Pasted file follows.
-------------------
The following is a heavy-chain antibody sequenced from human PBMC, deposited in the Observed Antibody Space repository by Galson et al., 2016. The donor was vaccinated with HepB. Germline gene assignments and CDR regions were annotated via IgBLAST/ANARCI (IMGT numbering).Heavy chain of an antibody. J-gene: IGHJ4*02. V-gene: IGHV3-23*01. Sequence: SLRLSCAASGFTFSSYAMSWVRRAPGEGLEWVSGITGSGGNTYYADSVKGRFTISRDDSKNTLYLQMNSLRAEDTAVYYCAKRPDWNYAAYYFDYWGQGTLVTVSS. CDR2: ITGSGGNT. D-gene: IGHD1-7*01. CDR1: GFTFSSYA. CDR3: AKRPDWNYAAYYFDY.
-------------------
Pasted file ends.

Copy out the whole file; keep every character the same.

The following is a heavy-chain antibody sequenced from human PBMC, deposited in the Observed Antibody Space repository by Galson et al., 2016. The donor was vaccinated with HepB. Germline gene assignments and CDR regions were annotated via IgBLAST/ANARCI (IMGT numbering).Heavy chain of an antibody. J-gene: IGHJ4*02. V-gene: IGHV3-23*01. Sequence: SLRLSCAASGFTFSSYAMSWVRRAPGEGLEWVSGITGSGGNTYYADSVKGRFTISRDDSKNTLYLQMNSLRAEDTAVYYCAKRPDWNYAAYYFDYWGQGTLVTVSS. CDR2: ITGSGGNT. D-gene: IGHD1-7*01. CDR1: GFTFSSYA. CDR3: AKRPDWNYAAYYFDY.